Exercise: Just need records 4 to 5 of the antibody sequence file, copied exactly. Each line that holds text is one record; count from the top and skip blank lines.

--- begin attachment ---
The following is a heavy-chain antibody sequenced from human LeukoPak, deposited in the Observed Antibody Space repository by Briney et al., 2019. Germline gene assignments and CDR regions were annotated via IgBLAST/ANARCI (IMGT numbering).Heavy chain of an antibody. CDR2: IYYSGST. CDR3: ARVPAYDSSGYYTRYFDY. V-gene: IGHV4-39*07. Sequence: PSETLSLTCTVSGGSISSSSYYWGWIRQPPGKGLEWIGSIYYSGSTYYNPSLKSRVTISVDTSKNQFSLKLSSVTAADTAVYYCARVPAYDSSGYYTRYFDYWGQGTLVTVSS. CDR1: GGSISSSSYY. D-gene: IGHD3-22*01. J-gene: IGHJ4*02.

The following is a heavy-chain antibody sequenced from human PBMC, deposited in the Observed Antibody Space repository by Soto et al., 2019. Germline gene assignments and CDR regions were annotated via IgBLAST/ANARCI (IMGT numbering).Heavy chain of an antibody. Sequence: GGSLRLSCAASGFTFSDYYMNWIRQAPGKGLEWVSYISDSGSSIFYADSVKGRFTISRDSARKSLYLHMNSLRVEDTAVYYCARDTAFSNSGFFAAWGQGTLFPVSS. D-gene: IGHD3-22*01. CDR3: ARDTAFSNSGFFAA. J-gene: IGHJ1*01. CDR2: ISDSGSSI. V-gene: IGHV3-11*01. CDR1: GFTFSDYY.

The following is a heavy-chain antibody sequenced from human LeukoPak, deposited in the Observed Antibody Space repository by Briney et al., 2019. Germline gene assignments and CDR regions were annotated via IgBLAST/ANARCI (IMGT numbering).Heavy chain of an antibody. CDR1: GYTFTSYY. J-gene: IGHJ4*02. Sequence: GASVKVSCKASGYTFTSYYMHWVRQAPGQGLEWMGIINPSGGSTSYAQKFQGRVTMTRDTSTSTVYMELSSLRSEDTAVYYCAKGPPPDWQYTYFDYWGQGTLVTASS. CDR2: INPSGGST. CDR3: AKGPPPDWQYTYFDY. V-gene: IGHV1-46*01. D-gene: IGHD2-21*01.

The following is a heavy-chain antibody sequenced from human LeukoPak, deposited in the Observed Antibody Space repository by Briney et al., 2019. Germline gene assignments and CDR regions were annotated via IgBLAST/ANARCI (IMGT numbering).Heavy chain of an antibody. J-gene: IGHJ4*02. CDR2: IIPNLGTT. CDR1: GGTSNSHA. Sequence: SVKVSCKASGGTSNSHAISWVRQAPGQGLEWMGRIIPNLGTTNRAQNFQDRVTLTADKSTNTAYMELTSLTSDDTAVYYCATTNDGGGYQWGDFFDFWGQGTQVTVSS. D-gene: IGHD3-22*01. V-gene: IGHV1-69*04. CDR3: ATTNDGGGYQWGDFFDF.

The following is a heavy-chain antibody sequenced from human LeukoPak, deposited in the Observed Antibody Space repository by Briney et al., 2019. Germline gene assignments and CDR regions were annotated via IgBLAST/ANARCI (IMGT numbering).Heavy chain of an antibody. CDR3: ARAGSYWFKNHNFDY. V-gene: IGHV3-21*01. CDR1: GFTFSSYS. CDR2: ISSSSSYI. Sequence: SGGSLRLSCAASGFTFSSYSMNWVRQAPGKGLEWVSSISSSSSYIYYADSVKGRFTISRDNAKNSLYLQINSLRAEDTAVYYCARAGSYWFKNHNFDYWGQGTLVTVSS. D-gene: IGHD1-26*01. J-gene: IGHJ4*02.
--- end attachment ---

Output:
The following is a heavy-chain antibody sequenced from human LeukoPak, deposited in the Observed Antibody Space repository by Briney et al., 2019. Germline gene assignments and CDR regions were annotated via IgBLAST/ANARCI (IMGT numbering).Heavy chain of an antibody. J-gene: IGHJ4*02. CDR2: IIPNLGTT. CDR1: GGTSNSHA. Sequence: SVKVSCKASGGTSNSHAISWVRQAPGQGLEWMGRIIPNLGTTNRAQNFQDRVTLTADKSTNTAYMELTSLTSDDTAVYYCATTNDGGGYQWGDFFDFWGQGTQVTVSS. D-gene: IGHD3-22*01. V-gene: IGHV1-69*04. CDR3: ATTNDGGGYQWGDFFDF.

The following is a heavy-chain antibody sequenced from human LeukoPak, deposited in the Observed Antibody Space repository by Briney et al., 2019. Germline gene assignments and CDR regions were annotated via IgBLAST/ANARCI (IMGT numbering).Heavy chain of an antibody. CDR3: ARAGSYWFKNHNFDY. V-gene: IGHV3-21*01. CDR1: GFTFSSYS. CDR2: ISSSSSYI. Sequence: SGGSLRLSCAASGFTFSSYSMNWVRQAPGKGLEWVSSISSSSSYIYYADSVKGRFTISRDNAKNSLYLQINSLRAEDTAVYYCARAGSYWFKNHNFDYWGQGTLVTVSS. D-gene: IGHD1-26*01. J-gene: IGHJ4*02.